Your teeth break the food you eat into pieces that can be readily swallowed and digested. Teeth are alive. The pulp at the heart of each tooth contains blood vessels and nerves that sense heat, cold, pressure, and pain. A hard substance called dentin surrounds the pulp. On the crown (the part of the tooth above the gum), the dentin is covered by a layer of enamel. The root of the tooth lies below the gum line and is covered by a protective layer of bone-like material called cementum. In health, the gums fit tightly around the teeth; the roots of the teeth fit into sockets in the jaw. A shock-absorbing material, called the periodontal ligament, lines the socket of each tooth and protects the skull and jawbone from being jarred.
Enamel is the hardest material in you body; however, acids produced through bacterial action can erode enamel and lead to decay, If left unchecked, decay will progress through the dentin and into the pulp resulting in pulpal death and/or abscess formation.
When the pulp dies, the tooth dies. The pulp may die after dental decay has penetrated into it, or sometimes as a result of a traumatic blow to the tooth. Occasionally, a tooth dies for no apparent reason. No symptoms signal the death of a tooth, except that a decayed tooth will no longer be painful. You may not even know that you have a decayed tooth until your dentist tells you. Eventually, most decayed teeth turn slightly gray. Once a dead tooth has been detected, it almost always should be treated. There is a risk, especially following decay, that bacteria from the dead pulp will seep through the end of the root and cause an abscess to form in the surrounding bone.
Dentin contains small canals that lead to the pulp. Bacteria that have progressed through the outer layer of enamel reach these canals and progress directly into the pulp. Your body responds to the invasion by sending white blood cells into the area to combat the bacteria. The blood vessels around the tooth enlarge to accommodate the extra blood and white cells. The enlarged vessels press on nerves entering the tooth, resulting in a toothache. If a significant number of bacteria invade the pulp chamber, the nerve will usually die (even though the white blood cells are fighting off the infection). Once the nerve becomes non vital, the toothache will end; however, the continued presence of bacteria will usually lead to an abscess.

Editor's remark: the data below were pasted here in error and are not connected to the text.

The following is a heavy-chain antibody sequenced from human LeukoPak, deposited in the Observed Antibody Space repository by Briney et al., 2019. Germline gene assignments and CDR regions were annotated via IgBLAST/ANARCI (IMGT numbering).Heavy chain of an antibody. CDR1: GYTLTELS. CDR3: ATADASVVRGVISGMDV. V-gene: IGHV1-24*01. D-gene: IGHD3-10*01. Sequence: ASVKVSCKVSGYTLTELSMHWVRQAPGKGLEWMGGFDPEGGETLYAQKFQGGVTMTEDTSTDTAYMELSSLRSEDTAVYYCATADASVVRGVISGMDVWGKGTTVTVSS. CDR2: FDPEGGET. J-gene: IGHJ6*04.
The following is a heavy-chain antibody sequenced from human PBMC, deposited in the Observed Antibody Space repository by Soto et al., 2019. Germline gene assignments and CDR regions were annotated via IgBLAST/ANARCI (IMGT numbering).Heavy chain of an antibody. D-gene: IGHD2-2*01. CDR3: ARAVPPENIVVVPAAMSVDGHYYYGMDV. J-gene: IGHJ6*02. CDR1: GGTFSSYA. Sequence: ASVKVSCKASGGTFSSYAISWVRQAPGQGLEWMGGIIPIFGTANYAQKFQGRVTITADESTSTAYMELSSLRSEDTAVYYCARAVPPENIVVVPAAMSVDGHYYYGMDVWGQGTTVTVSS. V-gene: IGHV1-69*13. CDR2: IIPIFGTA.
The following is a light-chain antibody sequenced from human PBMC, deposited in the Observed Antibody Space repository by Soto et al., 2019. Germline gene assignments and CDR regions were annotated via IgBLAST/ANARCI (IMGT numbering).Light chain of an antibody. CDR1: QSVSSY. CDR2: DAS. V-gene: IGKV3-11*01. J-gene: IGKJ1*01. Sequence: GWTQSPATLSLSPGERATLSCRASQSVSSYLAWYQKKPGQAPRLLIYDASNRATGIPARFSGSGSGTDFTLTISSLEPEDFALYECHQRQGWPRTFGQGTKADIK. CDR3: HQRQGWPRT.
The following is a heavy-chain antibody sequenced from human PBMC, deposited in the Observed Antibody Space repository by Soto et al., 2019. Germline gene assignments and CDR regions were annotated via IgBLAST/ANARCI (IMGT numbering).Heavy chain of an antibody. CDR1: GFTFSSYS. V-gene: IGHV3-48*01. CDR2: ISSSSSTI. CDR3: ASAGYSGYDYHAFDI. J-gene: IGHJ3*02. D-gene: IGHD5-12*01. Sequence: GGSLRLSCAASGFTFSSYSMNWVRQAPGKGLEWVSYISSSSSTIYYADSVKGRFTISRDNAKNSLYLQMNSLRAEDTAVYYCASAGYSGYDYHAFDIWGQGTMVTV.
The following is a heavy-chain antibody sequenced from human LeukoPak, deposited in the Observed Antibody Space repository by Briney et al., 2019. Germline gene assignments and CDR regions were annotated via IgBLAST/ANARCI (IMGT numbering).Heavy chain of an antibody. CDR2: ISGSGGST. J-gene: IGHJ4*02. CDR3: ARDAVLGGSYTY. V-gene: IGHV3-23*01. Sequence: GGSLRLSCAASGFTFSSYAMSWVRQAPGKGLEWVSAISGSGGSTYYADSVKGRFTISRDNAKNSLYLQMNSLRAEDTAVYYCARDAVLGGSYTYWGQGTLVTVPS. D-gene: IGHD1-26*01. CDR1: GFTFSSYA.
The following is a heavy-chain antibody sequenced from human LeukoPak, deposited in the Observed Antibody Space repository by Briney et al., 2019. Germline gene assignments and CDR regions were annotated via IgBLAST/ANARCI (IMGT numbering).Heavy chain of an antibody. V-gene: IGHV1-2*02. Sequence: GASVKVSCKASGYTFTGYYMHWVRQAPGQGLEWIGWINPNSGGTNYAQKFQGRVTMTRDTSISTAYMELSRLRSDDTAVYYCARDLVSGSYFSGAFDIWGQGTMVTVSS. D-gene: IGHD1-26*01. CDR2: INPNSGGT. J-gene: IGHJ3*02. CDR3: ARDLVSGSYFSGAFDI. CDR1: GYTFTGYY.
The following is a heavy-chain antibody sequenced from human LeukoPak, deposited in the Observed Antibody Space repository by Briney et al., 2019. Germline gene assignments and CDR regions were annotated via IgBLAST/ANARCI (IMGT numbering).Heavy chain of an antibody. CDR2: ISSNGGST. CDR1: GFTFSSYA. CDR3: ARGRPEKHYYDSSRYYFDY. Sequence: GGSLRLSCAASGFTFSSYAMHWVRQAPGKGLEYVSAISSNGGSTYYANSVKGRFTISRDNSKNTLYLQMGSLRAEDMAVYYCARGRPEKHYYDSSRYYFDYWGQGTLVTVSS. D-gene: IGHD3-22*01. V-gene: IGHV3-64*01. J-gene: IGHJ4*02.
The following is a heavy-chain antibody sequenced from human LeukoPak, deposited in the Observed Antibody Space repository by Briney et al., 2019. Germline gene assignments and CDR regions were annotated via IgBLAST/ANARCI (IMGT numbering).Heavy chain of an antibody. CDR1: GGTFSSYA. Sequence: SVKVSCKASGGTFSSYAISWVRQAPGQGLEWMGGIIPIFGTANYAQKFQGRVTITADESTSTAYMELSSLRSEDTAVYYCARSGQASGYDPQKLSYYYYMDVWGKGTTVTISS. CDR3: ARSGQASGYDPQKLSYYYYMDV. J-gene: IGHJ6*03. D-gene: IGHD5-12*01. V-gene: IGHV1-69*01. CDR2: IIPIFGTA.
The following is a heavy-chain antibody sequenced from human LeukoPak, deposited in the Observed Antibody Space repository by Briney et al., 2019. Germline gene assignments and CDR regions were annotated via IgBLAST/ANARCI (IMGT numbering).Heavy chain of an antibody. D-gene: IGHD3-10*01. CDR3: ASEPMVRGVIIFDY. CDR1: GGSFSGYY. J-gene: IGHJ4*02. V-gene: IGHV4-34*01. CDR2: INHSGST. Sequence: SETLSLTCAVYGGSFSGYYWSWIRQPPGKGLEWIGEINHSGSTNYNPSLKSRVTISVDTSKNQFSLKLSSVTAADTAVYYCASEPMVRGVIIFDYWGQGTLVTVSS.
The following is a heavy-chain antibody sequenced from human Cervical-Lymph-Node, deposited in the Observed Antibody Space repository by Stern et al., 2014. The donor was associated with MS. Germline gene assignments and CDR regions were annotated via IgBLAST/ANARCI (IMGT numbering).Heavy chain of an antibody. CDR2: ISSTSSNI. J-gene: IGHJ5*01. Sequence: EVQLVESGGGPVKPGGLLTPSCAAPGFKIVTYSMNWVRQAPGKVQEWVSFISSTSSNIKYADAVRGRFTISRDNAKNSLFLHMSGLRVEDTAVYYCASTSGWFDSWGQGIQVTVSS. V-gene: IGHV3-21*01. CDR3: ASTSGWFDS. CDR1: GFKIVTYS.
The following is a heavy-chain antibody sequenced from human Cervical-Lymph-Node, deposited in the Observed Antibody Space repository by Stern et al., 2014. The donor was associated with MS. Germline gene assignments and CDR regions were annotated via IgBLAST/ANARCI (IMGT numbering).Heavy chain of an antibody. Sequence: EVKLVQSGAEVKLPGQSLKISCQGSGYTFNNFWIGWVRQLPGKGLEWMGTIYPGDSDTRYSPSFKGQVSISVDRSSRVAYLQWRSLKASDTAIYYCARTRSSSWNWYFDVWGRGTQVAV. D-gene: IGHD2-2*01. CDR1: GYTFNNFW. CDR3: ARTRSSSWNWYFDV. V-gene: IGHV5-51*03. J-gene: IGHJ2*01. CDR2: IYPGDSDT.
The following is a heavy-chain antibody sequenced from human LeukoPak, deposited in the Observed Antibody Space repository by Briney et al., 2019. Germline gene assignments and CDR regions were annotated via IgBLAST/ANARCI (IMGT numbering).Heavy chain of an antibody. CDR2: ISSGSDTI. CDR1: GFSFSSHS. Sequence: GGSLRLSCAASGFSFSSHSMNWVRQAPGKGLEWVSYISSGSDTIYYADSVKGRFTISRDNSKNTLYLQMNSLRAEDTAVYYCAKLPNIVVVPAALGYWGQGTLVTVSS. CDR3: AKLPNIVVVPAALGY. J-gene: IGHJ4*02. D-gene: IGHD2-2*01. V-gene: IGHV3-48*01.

Symptoms of Decay
In the early stages of decay the main symptom is a mild toothache upon eating anything sweet, hot, or cold. If the decay is allowed to continue, you may notice an unpleasant taste (which comes from stagnant food and bacteria trapped inside the cavity). In the final stages of decay, the pulp becomes inflamed. If this is allowed to continue, you may suffer persistent pain. You may also notice sharp or stabbing pains (in the jawbone or below the decayed tooth).
Tooth decay generally doesn't present a risk to one's health as long as it is caught and treated early. However, there is a risk for people suffering from heart disease. If bacteria from an infected tooth enters the bloodstream, the disease may worsen (see Bacterial endocarditis).
Keep dental decay to a minimum by taking good care of your teeth. Brush and floss regularly, reduce your sugar intake, use a fluoride containing toothpaste, and visit your dentist regularly to have your teeth cleaned and examined.